Yesterday, I had the privilege of seeing this movie for a second time and thoroughly enjoyed both experiences (on the second time around, I had to bring a pen and notepad). This political documentary seeks to unwind a lot of the political propaganda out there – on the campaign trail and in the classroom – that says that America is based on an unjust foundation and thus must be removed or “fundamentally transformed.”
Dinesh D’Souza did not want to direct a one-sided propaganda film himself to rebut the false narrative of America-shaming. Instead, he engages with top authors and academics in order to assert his point. This movie brings to light commonly unknown facts concerning the loss of land, labor, territory, resources, and, yes, even the American Dream by the American hand. How do we rectify what is wrong?
Some voices in the hallowed halls of academia, like professor Ward Churchill, suggest the annihilation of our country via an atomic bomb if given the opportunity. When D’Souza asked Churchill in an interview if he would drop an atomic bomb on America since he personally holds that our country is the new evil empire – like Nazi Germany – would he do it, it was stunning just to see the expression on his face. It was almost like he had never thought of it before but was relishing the idea; his eyes widened almost like you would do if somebody offered you a deal you couldn’t resist. Those were his eyes, his body language; but more importantly, his verbal answer was yes. Yes, the evil, brutally wicked United States ought to be bombed and bombed to its core.
Now is this societally healthful? How can we progress as a society with liberal self-hating? And by “self-hating,” I really mean “other”-hating, but I say “self”-hating so that I can feel better about myself. When I say “self-hating” I am actually referring to capitalists or people who are more well-off than myself. When I say “self-hating” I am really wanting other people to do the suffering – to do the “penance” for America.
So, D’Souza weeds through all of this. What I liked about the movie is that it went through and took care to unfold the argument point by point: that America is an evil, awful place (so much so that millions of non-Americans break into America annually just to experience a part of the pie). Howard Zinn’s shame-narrative in The People’s History of the United States of America, which is required reading in most public schools today, is contrasted heavily with the narrative presented by French philosopher Alexis de Tocqueville, who visited our shores in the nineteenth century to see what made America tick so exceptionally well for such a long time. And what he found is truly remarkable, indeed.
His research, recorded in Democracy in America, does a better job at analyzing the American heritage than Mr. Zinn ever could – including in describing how slavery was a societal dampener in the places where it was practiced. The French aristocrat at one point even stands on the border of Kentucky and Ohio and makes an incredible observation: Kentucky, a slave state, had plenty of farms but Ohio had industry coming out at all sides, even though either land mass was completely suitable for either economy. What happened? Making a timeless assertion, he observed that since the slave could not keep the property he or she labored for and the master simply relied on the labor of his slaves if he wanted anything involving work to be done, both master and slave experienced far less than what their human potential merited. Since both elements in this relationship of coercion and lack of freedom endured in the South, the South suffered from a retardation of growth from a purely economic point of view. And that’s not to mention the human tragedy in all of this! But that is part of the human tragedy in all of this, isn’t it? – the inability to keep the product of your own labor and the inhibitor of dependence and utter reliance upon another. The master could not “get ahead in life” because of the slaves. Only when he could gain his own freedom, could they have gotten theirs.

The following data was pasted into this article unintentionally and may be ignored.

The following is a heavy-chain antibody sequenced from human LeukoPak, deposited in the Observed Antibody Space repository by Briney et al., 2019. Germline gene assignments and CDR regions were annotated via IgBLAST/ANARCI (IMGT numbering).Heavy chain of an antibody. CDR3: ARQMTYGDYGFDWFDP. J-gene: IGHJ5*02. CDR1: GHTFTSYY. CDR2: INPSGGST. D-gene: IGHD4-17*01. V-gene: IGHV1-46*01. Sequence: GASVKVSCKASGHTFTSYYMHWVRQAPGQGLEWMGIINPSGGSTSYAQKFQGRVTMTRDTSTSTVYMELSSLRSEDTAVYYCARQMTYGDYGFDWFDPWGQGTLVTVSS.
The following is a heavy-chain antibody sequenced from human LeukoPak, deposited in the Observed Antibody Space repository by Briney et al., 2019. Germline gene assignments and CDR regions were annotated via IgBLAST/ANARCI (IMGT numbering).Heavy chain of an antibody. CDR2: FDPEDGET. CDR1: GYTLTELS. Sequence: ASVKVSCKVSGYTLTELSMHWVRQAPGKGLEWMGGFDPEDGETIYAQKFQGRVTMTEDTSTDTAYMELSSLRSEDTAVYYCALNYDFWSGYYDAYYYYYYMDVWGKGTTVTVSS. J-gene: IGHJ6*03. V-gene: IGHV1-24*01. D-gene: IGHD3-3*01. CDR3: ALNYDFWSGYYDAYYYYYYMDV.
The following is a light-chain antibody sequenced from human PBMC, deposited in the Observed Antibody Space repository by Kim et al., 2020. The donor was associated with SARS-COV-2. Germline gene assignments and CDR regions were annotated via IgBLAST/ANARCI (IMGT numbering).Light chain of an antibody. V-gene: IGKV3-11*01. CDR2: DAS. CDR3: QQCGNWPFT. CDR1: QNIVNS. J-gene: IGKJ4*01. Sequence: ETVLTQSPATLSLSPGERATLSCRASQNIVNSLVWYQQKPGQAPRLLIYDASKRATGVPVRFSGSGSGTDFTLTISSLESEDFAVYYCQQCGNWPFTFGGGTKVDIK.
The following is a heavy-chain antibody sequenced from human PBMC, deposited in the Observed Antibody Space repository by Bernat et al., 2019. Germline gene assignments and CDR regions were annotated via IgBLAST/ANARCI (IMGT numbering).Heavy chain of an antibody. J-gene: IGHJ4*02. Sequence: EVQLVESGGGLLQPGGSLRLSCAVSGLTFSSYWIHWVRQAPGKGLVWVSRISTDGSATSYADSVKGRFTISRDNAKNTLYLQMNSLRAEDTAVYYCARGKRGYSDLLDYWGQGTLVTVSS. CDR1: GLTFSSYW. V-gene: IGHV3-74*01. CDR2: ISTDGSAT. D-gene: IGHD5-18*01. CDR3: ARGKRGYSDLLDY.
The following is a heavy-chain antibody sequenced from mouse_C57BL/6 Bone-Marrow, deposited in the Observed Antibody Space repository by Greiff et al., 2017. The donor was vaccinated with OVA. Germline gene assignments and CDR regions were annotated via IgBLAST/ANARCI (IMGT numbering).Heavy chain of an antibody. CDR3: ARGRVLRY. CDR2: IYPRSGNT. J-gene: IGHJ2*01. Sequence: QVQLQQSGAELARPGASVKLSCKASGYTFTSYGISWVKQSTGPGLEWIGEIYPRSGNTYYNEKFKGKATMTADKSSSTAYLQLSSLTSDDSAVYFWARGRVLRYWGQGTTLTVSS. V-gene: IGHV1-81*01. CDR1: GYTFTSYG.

The humanitarian and benevolence endeavors by faith communities impressed this young philosopher, because the civil government was not into the charity business back then. But charity was enduring! Even today, the “secular left” is out-given by fourfold by their political counterparts. Not that one is tallying numbers here, but since the Left keeps bringing up how hateful and disinterested Americans are without the constant help of the government, we have to step back and say to ourselves, “But I’m seeing a different story here.” How hateful and disinterested is it to wish a little more hard-earned money to stay in the pocketbooks of Americans, like Ronald Reagan once said? That’s not selfishness; that’s humanitarianism! That is prosperity! You cannot talk about poverty without also talking about its antidote – the lifting up of the individual out of his or her economic plight, the elevation of an individual from one economic level of income to another. Why. Is. This. Wrong?
America did something different with slavery. There were advocates seeking to abolish it before the nation’s inception, but the Founding Documents are what enable Frederick Douglas, Abraham Lincoln and others to bring it to a close forever. Slavery actually persists to this day in some places around the world. But what is uniquely American is that we chose to fight a great war to seek its once and final destruction.
Have you ever been taught that the U.S. was the only country with slavery?